The Saint of the Day
St. Peter of Alexandria – November 27
Prof. Plinio Corrêa de Oliveira
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First: St. Peter was Bishop of Alexandria (300-311) at the time of the persecutions of Diocletian and Maximinus Daia. When the first persecution started, he established penances for those Catholics who had made concessions to their persecutors to save their lives. These were Catholics who had become intimidated and committed the abomination of burning incense to the idols. Afterwards, in despair, they turned to the Church to ask forgiveness.
St. Peter of Alexandria composed a set of rules establishing penances for those who had lapsed so that they could make reparation for their infamous actions and be re-admitted to the faith.
To the lapsed who had suffered prison and sustained torture but afterwards gave up the Faith, he declared that 40 days of fasting were necessary for them to be purged. To those who had suffered in prison without torture but had made concessions, he prescribed one year of penance.
To those who had suffered none of these things but had deserted from fear only and timidity, he declared that the parable of the sterile fig tree would suit them. If, after three years they should show good fruits, labors making them worthy of penitence, then they should be assisted. But those who remained impenitent or despairing should suffer the fate of the cursed fig tree, which was cut down and thrown away.
The Child warns the Bishop not to pardon Arius
Second: After Peter of Alexandria had been apprehended and cast into prison, Arius became fearful that the Saint would die without giving him absolution. He asked, then, for principal members of the clergy to intercede for him before the Bishop. Those priests went to visit St. Peter in the prison.
After the customary oration, they prostrated themselves before him, and with groans and tears while kissing his hands, they implored him, saying: “Most blessed father, by the excellence of your faith, the Lord is calling you to receive the martyr's crown. Therefore, do you not think it is right that, with your accustomed piety, you should pardon Arius, and extend your indulgence to his lamentations?”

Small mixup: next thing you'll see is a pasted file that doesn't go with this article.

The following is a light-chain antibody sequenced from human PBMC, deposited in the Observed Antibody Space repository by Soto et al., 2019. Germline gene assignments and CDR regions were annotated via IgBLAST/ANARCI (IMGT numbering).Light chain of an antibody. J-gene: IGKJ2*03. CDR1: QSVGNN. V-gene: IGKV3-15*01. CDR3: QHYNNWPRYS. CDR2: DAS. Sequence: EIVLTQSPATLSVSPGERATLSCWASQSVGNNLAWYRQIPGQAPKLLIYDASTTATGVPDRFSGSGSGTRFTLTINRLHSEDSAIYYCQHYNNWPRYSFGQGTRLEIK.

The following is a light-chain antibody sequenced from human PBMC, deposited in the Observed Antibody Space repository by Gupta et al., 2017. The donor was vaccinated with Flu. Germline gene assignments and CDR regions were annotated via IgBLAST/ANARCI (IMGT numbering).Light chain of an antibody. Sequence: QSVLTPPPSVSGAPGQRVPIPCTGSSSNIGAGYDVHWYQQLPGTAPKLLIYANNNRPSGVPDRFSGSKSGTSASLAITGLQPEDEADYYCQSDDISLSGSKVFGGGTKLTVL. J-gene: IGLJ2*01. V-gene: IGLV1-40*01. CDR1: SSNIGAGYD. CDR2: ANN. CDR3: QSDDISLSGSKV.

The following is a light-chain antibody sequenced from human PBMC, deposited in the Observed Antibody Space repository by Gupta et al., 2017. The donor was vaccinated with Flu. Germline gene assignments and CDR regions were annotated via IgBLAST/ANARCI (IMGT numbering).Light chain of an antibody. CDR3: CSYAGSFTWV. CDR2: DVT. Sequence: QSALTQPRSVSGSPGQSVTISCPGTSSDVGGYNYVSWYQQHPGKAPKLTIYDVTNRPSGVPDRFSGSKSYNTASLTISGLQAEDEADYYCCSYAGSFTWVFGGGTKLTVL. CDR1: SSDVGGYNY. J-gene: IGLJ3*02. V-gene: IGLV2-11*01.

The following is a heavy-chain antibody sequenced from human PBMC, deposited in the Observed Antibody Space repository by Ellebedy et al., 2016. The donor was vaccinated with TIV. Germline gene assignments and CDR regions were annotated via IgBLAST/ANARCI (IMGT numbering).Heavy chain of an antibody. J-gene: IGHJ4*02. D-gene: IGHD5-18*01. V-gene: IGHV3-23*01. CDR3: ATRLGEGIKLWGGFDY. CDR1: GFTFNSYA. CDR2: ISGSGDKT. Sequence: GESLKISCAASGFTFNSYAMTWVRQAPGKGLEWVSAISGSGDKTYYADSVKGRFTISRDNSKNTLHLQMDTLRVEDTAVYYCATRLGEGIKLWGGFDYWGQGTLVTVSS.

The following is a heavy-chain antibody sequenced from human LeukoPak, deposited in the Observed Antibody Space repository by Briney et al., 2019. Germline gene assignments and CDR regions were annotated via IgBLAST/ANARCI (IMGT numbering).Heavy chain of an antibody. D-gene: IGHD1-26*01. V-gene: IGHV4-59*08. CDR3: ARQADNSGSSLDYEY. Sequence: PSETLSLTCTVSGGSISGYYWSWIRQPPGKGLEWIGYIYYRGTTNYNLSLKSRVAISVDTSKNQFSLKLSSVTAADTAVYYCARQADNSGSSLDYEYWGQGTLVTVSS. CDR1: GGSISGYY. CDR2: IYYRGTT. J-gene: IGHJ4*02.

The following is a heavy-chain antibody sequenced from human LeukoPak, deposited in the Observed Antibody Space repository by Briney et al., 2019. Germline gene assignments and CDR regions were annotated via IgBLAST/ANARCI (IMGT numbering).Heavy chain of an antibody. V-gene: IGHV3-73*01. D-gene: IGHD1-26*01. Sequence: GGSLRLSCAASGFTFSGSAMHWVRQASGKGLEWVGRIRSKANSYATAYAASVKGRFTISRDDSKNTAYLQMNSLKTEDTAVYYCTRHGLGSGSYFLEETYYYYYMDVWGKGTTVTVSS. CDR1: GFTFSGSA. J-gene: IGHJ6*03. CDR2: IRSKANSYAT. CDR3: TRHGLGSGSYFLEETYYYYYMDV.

The man of God, moved by indignation, raising his hands to Heaven, exclaimed: “Do you dare to supplicate me on behalf of Arius? Both here and in the next world, Arius is forever banished and separate from the glory of the Son of God, Jesus Christ our Lord.”
Struck with terror, the priests were silent, realizing that the Bishop gave forth such a sentence against Arius by divine inspiration.
In fact, St. Peter later took aside Fr. Alexander, his companion in prison, and told him the reason for his severity:
“The hidden treachery of Arius surpasses all iniquity and impiety. What I said, I did not assert of my own self. For last night, while I was solemnly pouring forth my prayers to God and you were sleeping, a Boy of about 12 years, the brightness of whose face I could not endure, appeared to me in this cell, making it radiant with an intense light. He was clothed with a linen tunic torn into two parts, from the neck to the feet.
“At this vision I was stupefied with astonishment. When I could make bold to speak, I exclaimed: ‘Lord, who has rent your tunic thus?’
“He answered me: ‘Arius has rent it.’ And he added: ‘By all means beware of receiving him into communion; for tomorrow priests will come to intercede for him. See, therefore, that you not be persuaded to acquiesce. Rather, tell Aquillas and Alexander the priests, who will be your successors and will rule My church, not by any means to receive him. As for you, you shall very quickly fulfill the lot of the martyr.’”
Comments of Prof. Plinio:
Regarding the first part of this selection, you can see the types of extremely severe penances the Church applied in times past. Those penances had a beautiful side, which is that all of them opened the way to pardon. Excepting only those who refused to repent, for all the others the road of pardon was opened.
This was a time when there were public penances, not just private penances. When someone would give public scandal, in order to be readmitted to the Sacraments, he had to suffer a public shame that corresponded to the evil he had done. In this way public morality was redressed by those penances.
Above, a pillory cage for public shaming in Regensburg; below, medieval German shame masks for transgressions of gossip, lies and ‘piggish’ acts